Encyclopedia of Clinical Neuropsychology

2018 Edition
| Editors: Jeffrey S. Kreutzer, John DeLuca, Bruce Caplan

Twin Studies

  • Rohan PalmerEmail author
  • Martin Hahn
Reference work entry
DOI: https://doi.org/10.1007/978-3-319-57111-9_1864

Definition

A research design used to determine the extent to which genetic and environmental factors contribute to variation in a population of twins.

Current Knowledge

Theory

Twin studies determine the extent to which individual differences (variation) on a particular phenotype are attributable to genetic differences between individuals (heritability). The basic tenets of twin studies originate from Ronald Fisher’s 1918 paper which demonstrated that by assuming a normally distributed liability for any given phenotype, genetic differences across multiple loci, acting additively, contribute to the variation in that trait. Consequently, the similarity or dissimilarity between pairs of relatives is attributable to genes and environments shared or not shared between them, respectively. Numerous twin studies have indicated that psychiatric and behavioral disorders are genetically influenced (Boomsma et al. 2002). For example, in a recent twin study by Young et al. (2006) the results...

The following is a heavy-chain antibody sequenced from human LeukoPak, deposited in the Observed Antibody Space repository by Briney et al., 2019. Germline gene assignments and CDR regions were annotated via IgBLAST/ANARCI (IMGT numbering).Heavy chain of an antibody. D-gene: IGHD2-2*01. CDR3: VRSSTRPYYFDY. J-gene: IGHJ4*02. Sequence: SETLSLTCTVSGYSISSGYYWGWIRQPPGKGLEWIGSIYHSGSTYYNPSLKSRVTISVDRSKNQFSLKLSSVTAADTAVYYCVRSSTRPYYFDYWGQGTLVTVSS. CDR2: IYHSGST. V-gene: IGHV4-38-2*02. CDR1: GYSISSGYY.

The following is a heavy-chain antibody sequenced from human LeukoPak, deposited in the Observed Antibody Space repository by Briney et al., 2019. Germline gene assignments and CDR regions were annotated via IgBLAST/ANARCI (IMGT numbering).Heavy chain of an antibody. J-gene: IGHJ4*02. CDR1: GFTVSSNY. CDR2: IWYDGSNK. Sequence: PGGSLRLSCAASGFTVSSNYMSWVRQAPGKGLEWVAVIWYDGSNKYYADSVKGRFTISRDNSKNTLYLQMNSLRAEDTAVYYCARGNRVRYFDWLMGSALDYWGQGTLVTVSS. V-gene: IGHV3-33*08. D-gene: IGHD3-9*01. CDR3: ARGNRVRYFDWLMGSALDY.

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References and Readings

  1. Boomsma, D., Busjahn, A., & Peltonen, L. (2002). Classical twin studies and beyond. Nature Review Genetics, 3(11), 872–882.CrossRefGoogle Scholar
  2. Neale, M. C. (1999). MX: Statistical modeling (5th ed.). Richmond: Department of Psychiatry.Google Scholar

Copyright information

© Springer International Publishing AG, part of Springer Nature 2018

Authors and Affiliations

  1. 1.Institute for Behavioral GeneticsUniversity of Colorado at BoulderBoulderUSA
  2. 2.Department of BiologyWilliam Paterson UniversityWayneUSA